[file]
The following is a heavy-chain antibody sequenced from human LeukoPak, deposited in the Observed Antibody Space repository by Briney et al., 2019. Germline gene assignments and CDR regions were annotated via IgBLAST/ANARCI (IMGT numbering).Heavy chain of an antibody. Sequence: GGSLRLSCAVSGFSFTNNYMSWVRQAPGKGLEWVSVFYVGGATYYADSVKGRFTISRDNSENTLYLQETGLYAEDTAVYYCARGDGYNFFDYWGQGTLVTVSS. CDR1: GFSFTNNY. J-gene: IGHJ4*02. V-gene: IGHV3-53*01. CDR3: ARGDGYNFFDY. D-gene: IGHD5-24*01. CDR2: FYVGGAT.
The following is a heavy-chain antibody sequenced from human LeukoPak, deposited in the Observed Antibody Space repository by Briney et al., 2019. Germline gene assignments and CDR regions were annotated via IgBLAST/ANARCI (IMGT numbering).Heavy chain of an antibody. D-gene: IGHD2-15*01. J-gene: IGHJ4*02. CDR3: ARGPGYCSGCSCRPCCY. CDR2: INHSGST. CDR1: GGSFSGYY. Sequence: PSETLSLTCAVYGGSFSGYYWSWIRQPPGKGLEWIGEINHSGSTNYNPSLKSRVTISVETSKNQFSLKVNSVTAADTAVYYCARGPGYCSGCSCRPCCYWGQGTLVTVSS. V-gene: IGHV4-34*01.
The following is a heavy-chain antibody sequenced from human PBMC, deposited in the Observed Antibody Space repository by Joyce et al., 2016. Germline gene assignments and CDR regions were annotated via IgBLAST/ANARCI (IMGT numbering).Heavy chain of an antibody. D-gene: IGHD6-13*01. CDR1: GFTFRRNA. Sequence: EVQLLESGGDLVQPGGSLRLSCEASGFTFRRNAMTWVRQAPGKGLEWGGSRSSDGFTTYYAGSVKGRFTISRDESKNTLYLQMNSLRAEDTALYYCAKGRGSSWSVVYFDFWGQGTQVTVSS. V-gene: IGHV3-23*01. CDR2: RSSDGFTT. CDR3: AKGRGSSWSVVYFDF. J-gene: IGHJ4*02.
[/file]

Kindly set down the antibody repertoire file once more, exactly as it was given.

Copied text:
The following is a heavy-chain antibody sequenced from human LeukoPak, deposited in the Observed Antibody Space repository by Briney et al., 2019. Germline gene assignments and CDR regions were annotated via IgBLAST/ANARCI (IMGT numbering).Heavy chain of an antibody. Sequence: GGSLRLSCAVSGFSFTNNYMSWVRQAPGKGLEWVSVFYVGGATYYADSVKGRFTISRDNSENTLYLQETGLYAEDTAVYYCARGDGYNFFDYWGQGTLVTVSS. CDR1: GFSFTNNY. J-gene: IGHJ4*02. V-gene: IGHV3-53*01. CDR3: ARGDGYNFFDY. D-gene: IGHD5-24*01. CDR2: FYVGGAT.
The following is a heavy-chain antibody sequenced from human LeukoPak, deposited in the Observed Antibody Space repository by Briney et al., 2019. Germline gene assignments and CDR regions were annotated via IgBLAST/ANARCI (IMGT numbering).Heavy chain of an antibody. D-gene: IGHD2-15*01. J-gene: IGHJ4*02. CDR3: ARGPGYCSGCSCRPCCY. CDR2: INHSGST. CDR1: GGSFSGYY. Sequence: PSETLSLTCAVYGGSFSGYYWSWIRQPPGKGLEWIGEINHSGSTNYNPSLKSRVTISVETSKNQFSLKVNSVTAADTAVYYCARGPGYCSGCSCRPCCYWGQGTLVTVSS. V-gene: IGHV4-34*01.
The following is a heavy-chain antibody sequenced from human PBMC, deposited in the Observed Antibody Space repository by Joyce et al., 2016. Germline gene assignments and CDR regions were annotated via IgBLAST/ANARCI (IMGT numbering).Heavy chain of an antibody. D-gene: IGHD6-13*01. CDR1: GFTFRRNA. Sequence: EVQLLESGGDLVQPGGSLRLSCEASGFTFRRNAMTWVRQAPGKGLEWGGSRSSDGFTTYYAGSVKGRFTISRDESKNTLYLQMNSLRAEDTALYYCAKGRGSSWSVVYFDFWGQGTQVTVSS. V-gene: IGHV3-23*01. CDR2: RSSDGFTT. CDR3: AKGRGSSWSVVYFDF. J-gene: IGHJ4*02.